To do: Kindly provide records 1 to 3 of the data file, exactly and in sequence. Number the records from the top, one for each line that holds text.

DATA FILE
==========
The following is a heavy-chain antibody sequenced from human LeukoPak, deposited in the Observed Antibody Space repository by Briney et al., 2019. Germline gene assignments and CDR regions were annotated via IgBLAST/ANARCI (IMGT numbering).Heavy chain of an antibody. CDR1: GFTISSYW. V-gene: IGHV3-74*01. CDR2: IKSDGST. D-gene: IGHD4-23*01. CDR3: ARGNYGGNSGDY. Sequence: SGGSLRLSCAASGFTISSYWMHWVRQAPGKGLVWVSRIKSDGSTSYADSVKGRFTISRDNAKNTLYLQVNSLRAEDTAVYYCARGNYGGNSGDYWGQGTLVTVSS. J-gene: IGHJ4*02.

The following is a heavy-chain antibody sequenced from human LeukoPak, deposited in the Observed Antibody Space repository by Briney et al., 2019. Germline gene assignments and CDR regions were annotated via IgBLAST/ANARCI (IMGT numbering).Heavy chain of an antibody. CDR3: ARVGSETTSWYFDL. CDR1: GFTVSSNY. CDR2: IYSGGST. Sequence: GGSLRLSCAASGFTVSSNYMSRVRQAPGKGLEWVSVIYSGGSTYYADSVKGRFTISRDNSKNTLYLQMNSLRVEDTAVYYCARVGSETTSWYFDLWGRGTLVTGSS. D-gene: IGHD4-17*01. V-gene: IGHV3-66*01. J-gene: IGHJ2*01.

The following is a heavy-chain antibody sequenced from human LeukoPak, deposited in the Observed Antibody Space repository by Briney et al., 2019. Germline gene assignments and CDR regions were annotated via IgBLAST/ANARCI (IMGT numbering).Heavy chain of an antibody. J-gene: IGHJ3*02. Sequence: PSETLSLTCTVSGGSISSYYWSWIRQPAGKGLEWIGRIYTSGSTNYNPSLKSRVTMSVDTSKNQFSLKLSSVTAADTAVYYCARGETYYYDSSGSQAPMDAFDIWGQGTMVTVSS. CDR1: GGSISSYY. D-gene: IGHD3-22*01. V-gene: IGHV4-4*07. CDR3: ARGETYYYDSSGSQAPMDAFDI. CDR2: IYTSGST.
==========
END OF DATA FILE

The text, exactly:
The following is a heavy-chain antibody sequenced from human LeukoPak, deposited in the Observed Antibody Space repository by Briney et al., 2019. Germline gene assignments and CDR regions were annotated via IgBLAST/ANARCI (IMGT numbering).Heavy chain of an antibody. CDR1: GFTISSYW. V-gene: IGHV3-74*01. CDR2: IKSDGST. D-gene: IGHD4-23*01. CDR3: ARGNYGGNSGDY. Sequence: SGGSLRLSCAASGFTISSYWMHWVRQAPGKGLVWVSRIKSDGSTSYADSVKGRFTISRDNAKNTLYLQVNSLRAEDTAVYYCARGNYGGNSGDYWGQGTLVTVSS. J-gene: IGHJ4*02.

The following is a heavy-chain antibody sequenced from human LeukoPak, deposited in the Observed Antibody Space repository by Briney et al., 2019. Germline gene assignments and CDR regions were annotated via IgBLAST/ANARCI (IMGT numbering).Heavy chain of an antibody. CDR3: ARVGSETTSWYFDL. CDR1: GFTVSSNY. CDR2: IYSGGST. Sequence: GGSLRLSCAASGFTVSSNYMSRVRQAPGKGLEWVSVIYSGGSTYYADSVKGRFTISRDNSKNTLYLQMNSLRVEDTAVYYCARVGSETTSWYFDLWGRGTLVTGSS. D-gene: IGHD4-17*01. V-gene: IGHV3-66*01. J-gene: IGHJ2*01.

The following is a heavy-chain antibody sequenced from human LeukoPak, deposited in the Observed Antibody Space repository by Briney et al., 2019. Germline gene assignments and CDR regions were annotated via IgBLAST/ANARCI (IMGT numbering).Heavy chain of an antibody. J-gene: IGHJ3*02. Sequence: PSETLSLTCTVSGGSISSYYWSWIRQPAGKGLEWIGRIYTSGSTNYNPSLKSRVTMSVDTSKNQFSLKLSSVTAADTAVYYCARGETYYYDSSGSQAPMDAFDIWGQGTMVTVSS. CDR1: GGSISSYY. D-gene: IGHD3-22*01. V-gene: IGHV4-4*07. CDR3: ARGETYYYDSSGSQAPMDAFDI. CDR2: IYTSGST.